Lower courts have employed both the Marks formula and Justice Stevens's instructions to decipher Rapanos and extract a legal standard for establishing CWA jurisdiction over wetlands. (29) Using the Marks formula, the Seventh and Ninth Circuit Courts of Appeals concluded that Justice Kennedy's significant nexus test was the narrowest ground and therefore the controlling legal standard. (30) Because the plurality and concurring opinions do not overlap in Rapanos, other courts find the Marks formula inapposite as applied to the Rapanos decision. (31) Those courts have adopted Justice Stevens's instructions and consider both the plurality's and Justice Kennedy's test to determine CWA jurisdiction. (32)

In United States v. Johnson, the First Circuit Court of Appeals adopted Justice Stevens's instructions and held that the government may prove CWA jurisdiction using either Justice Kennedy's or the Rapanos plurality's test. (33) According to the court, Justice Stevens's instructions provide a useful alternative to the Marks formula, which does not easily translate to the Rapanos decision. (34) In fact, the court cited several cases in which the Supreme Court disregarded the Marks formula altogether. (35) The First Circuit also reasoned that Justice Stevens's approach ensures that lower courts will find CWA jurisdiction in all cases where a majority of the Rapanos Court would find jurisdiction. (36) It rejected the notion that in extracting a legal standard, lower courts should ignore dissenting opinions. (37) Instead, the First Circuit held that with respect to Rapanos, lower courts must examine the points of commonality among all Justices, and concluded that Justice Stevens's approach best serves this objective. (38)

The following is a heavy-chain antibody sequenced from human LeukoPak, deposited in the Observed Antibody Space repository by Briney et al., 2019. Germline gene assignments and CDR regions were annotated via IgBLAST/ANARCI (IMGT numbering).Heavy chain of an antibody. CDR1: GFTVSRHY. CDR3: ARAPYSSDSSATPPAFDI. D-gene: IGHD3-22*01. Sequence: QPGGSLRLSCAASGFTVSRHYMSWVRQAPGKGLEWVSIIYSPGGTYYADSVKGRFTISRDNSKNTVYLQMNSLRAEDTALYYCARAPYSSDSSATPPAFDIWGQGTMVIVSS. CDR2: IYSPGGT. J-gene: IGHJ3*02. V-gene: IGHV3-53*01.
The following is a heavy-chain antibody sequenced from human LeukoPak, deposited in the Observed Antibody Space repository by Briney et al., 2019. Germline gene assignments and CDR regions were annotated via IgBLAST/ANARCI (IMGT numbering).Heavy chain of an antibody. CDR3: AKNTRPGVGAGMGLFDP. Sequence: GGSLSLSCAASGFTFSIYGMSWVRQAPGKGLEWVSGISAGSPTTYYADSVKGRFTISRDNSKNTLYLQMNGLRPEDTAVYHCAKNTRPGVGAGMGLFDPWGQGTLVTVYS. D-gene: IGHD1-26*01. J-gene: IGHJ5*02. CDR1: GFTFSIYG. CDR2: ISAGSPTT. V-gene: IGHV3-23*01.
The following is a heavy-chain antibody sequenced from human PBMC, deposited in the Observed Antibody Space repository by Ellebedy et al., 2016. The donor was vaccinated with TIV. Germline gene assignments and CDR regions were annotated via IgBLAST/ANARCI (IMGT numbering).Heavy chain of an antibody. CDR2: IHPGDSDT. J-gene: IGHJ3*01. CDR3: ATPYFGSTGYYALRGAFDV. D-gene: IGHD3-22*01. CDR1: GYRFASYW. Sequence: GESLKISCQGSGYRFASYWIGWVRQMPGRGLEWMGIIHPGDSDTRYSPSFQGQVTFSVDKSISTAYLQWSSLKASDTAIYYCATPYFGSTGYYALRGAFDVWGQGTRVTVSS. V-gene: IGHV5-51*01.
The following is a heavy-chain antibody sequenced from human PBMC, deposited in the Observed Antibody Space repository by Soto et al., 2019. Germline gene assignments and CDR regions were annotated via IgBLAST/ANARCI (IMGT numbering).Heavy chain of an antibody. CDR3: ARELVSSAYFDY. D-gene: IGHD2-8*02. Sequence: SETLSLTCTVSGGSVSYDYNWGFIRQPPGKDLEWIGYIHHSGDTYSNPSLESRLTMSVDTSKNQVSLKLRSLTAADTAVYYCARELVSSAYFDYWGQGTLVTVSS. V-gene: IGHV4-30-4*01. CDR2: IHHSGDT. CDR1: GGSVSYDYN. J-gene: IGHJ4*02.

In United States v. Johnson, the First Circuit sensibly deviated from the Marks norm by invoking Justice Stevens's instructions in Rapanos. (39) As applied to the Rapanos decision, Justice Stevens's instructions afford a logical and pragmatic approach to extracting the decision's controlling legal standard. (40) Though most courts that follow the Marks formula conclude that Justice Kennedy's opinion is the narrowest ground, their reasoning is flawed and illogical. (41) While Marks is logical in cases involving overlapping opinions, it does not translate...